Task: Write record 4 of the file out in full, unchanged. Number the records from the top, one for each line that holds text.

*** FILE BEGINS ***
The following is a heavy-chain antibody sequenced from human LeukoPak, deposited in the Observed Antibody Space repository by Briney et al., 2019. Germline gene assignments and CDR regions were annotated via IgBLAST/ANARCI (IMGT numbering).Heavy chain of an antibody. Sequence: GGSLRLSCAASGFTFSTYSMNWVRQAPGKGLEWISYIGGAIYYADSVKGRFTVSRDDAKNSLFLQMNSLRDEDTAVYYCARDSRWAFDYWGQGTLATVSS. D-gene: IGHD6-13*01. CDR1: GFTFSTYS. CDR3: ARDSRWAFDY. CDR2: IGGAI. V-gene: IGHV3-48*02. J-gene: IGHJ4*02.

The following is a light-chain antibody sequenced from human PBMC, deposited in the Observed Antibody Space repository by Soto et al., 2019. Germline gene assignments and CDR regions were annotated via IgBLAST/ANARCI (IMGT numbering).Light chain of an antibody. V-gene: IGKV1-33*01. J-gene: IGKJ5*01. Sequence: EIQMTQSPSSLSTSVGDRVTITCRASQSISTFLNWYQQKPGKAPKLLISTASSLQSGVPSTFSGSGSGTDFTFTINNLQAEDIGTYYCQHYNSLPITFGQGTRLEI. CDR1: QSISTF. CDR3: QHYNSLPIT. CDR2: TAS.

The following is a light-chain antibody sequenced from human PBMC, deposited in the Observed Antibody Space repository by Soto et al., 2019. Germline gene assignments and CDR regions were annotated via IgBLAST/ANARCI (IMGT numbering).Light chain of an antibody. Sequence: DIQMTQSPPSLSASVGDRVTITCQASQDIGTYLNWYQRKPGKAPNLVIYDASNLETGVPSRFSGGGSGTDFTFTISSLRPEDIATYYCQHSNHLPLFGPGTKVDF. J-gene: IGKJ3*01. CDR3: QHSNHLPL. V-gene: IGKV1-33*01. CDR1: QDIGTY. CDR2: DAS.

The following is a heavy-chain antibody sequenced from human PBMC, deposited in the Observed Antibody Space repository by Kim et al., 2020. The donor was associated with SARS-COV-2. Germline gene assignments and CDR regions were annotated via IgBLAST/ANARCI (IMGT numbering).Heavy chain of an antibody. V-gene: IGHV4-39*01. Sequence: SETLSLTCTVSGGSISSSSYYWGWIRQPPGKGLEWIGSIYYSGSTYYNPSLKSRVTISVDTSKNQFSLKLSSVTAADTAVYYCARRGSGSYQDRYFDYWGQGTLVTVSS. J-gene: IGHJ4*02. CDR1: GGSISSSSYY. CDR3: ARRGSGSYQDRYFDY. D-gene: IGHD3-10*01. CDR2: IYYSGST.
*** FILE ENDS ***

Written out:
The following is a heavy-chain antibody sequenced from human PBMC, deposited in the Observed Antibody Space repository by Kim et al., 2020. The donor was associated with SARS-COV-2. Germline gene assignments and CDR regions were annotated via IgBLAST/ANARCI (IMGT numbering).Heavy chain of an antibody. V-gene: IGHV4-39*01. Sequence: SETLSLTCTVSGGSISSSSYYWGWIRQPPGKGLEWIGSIYYSGSTYYNPSLKSRVTISVDTSKNQFSLKLSSVTAADTAVYYCARRGSGSYQDRYFDYWGQGTLVTVSS. J-gene: IGHJ4*02. CDR1: GGSISSSSYY. CDR3: ARRGSGSYQDRYFDY. D-gene: IGHD3-10*01. CDR2: IYYSGST.